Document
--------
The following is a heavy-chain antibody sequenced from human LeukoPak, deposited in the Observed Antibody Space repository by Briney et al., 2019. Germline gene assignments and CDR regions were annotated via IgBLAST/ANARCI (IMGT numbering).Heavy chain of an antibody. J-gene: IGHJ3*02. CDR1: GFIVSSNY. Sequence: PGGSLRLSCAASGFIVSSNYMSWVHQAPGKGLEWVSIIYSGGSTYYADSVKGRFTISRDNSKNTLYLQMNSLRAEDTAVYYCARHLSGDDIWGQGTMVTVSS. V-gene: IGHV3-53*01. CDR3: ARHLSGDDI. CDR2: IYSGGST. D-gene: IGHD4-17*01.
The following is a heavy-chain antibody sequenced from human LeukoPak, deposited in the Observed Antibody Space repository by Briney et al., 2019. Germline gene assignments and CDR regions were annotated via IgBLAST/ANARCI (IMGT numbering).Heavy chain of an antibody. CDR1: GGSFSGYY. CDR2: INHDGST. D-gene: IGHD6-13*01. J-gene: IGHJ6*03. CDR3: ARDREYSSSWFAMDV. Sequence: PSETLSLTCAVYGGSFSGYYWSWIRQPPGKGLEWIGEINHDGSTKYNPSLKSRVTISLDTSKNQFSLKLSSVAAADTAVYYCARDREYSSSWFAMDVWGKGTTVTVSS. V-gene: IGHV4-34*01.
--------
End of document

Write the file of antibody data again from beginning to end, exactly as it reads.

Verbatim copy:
The following is a heavy-chain antibody sequenced from human LeukoPak, deposited in the Observed Antibody Space repository by Briney et al., 2019. Germline gene assignments and CDR regions were annotated via IgBLAST/ANARCI (IMGT numbering).Heavy chain of an antibody. J-gene: IGHJ3*02. CDR1: GFIVSSNY. Sequence: PGGSLRLSCAASGFIVSSNYMSWVHQAPGKGLEWVSIIYSGGSTYYADSVKGRFTISRDNSKNTLYLQMNSLRAEDTAVYYCARHLSGDDIWGQGTMVTVSS. V-gene: IGHV3-53*01. CDR3: ARHLSGDDI. CDR2: IYSGGST. D-gene: IGHD4-17*01.
The following is a heavy-chain antibody sequenced from human LeukoPak, deposited in the Observed Antibody Space repository by Briney et al., 2019. Germline gene assignments and CDR regions were annotated via IgBLAST/ANARCI (IMGT numbering).Heavy chain of an antibody. CDR1: GGSFSGYY. CDR2: INHDGST. D-gene: IGHD6-13*01. J-gene: IGHJ6*03. CDR3: ARDREYSSSWFAMDV. Sequence: PSETLSLTCAVYGGSFSGYYWSWIRQPPGKGLEWIGEINHDGSTKYNPSLKSRVTISLDTSKNQFSLKLSSVAAADTAVYYCARDREYSSSWFAMDVWGKGTTVTVSS. V-gene: IGHV4-34*01.